The Junta’s support among the populace has been eroded by this indiscriminate violence against the civilian population, which has brought the nation dangerously close to civil war as more civilians take up guns to oppose the military regime.

The failure of the Junta military to take control of the country is due to the lack of popular support brought on by the indiscriminate violence against the country’s population, the Myanmar military’s lack of professionalism, and corruption at every level of its military leadership and law enforcement agencies.
Ethnic Armed Forces Organizations (EAOs), also known as powerful ethnic armed organizations, have formed coalitions to combat the Junta on the battlefield as a result of the Junta’s failings. There are some of them that have friendly ties to the military establishment.

In light of recent developments, the heads of Myanmar’s seven most potent ethnic armed groups, including the Arakan Army, recently met in the remote WA area bordering China to strengthen their alliance.

Some of these EAOs have actively given military training and other types of support to anti-coup resistance, even if they are not actively engaged in the campaign to topple the Junta regime in Myanmar, which is the PDF’s main goal.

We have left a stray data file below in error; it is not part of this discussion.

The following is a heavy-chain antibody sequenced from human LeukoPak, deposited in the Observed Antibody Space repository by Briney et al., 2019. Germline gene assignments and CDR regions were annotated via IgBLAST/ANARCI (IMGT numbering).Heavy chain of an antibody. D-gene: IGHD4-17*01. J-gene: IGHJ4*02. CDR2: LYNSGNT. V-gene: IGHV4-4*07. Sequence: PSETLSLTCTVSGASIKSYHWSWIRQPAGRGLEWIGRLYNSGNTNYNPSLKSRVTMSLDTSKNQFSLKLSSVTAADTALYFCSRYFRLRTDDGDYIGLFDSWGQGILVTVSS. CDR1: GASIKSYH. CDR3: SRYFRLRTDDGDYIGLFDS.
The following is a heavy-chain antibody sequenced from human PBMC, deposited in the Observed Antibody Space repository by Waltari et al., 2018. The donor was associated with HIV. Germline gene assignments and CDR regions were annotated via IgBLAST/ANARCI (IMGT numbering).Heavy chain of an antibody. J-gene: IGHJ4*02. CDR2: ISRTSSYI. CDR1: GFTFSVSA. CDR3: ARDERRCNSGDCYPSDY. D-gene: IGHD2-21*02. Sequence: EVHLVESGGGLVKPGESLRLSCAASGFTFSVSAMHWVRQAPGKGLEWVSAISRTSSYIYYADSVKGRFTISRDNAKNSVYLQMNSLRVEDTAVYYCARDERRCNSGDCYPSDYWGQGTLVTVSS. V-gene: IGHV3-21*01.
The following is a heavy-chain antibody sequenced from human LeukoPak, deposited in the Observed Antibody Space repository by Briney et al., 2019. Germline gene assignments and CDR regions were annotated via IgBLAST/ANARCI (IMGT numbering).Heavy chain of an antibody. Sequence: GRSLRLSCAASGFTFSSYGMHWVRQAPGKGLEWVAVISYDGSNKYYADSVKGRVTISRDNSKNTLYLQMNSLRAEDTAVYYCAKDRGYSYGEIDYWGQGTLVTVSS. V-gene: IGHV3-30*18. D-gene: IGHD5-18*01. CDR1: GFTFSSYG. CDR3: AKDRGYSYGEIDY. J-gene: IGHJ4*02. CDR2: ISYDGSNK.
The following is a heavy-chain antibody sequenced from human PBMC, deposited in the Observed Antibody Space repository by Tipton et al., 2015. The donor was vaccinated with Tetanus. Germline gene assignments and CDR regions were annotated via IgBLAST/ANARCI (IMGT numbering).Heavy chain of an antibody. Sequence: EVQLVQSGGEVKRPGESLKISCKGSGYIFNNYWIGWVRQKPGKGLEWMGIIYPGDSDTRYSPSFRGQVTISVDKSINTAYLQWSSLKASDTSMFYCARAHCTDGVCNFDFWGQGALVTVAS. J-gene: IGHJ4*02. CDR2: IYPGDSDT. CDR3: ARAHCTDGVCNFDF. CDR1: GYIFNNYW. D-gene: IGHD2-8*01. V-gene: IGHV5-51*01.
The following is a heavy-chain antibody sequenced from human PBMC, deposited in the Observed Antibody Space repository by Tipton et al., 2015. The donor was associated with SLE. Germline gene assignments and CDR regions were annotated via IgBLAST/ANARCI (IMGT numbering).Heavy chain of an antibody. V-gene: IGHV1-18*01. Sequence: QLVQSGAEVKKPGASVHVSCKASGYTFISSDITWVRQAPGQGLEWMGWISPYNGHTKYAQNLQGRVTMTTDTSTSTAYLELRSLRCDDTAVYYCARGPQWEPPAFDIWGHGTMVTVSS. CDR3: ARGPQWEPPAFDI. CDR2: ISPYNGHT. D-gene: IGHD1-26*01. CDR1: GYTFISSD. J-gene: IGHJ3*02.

The crisis in Myanmar has already served as a flashpoint for major world powers, just like every other contemporary conflict throughout the globe.

A semi-proxy battle has already developed in this conflict. China firmly supports the Burmese government. While western nations have denounced Burmese activities, supported the opposition diplomatically and helped them make their voices heard.

Myanmar has been attempting to take advantage of the west’s diversion in attention away from this region due to the conflict in Ukraine to annihilate its rivals on the battlefield.

The Junta has been looking for supporters domestically and abroad as part of its so-called “counter-terrorism” drive to combat the diplomatic isolation the west imposed on the country last year.

Last June, the UN General Assembly passed a resolution urging nations to stop arming Myanmar.

However, the call was ignored. China, Russia, and Serbia are now Burma’s top three weaponry suppliers.